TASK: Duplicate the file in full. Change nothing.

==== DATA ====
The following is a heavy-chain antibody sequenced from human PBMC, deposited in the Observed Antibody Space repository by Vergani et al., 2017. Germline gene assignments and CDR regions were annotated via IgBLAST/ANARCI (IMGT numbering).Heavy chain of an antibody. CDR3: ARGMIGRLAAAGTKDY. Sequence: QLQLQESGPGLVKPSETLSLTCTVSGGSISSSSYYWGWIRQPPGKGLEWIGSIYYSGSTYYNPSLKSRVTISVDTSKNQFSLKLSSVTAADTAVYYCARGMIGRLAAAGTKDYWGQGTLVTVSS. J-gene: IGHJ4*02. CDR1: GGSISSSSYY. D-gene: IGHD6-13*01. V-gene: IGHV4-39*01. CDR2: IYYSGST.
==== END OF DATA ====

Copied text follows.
The following is a heavy-chain antibody sequenced from human PBMC, deposited in the Observed Antibody Space repository by Vergani et al., 2017. Germline gene assignments and CDR regions were annotated via IgBLAST/ANARCI (IMGT numbering).Heavy chain of an antibody. CDR3: ARGMIGRLAAAGTKDY. Sequence: QLQLQESGPGLVKPSETLSLTCTVSGGSISSSSYYWGWIRQPPGKGLEWIGSIYYSGSTYYNPSLKSRVTISVDTSKNQFSLKLSSVTAADTAVYYCARGMIGRLAAAGTKDYWGQGTLVTVSS. J-gene: IGHJ4*02. CDR1: GGSISSSSYY. D-gene: IGHD6-13*01. V-gene: IGHV4-39*01. CDR2: IYYSGST.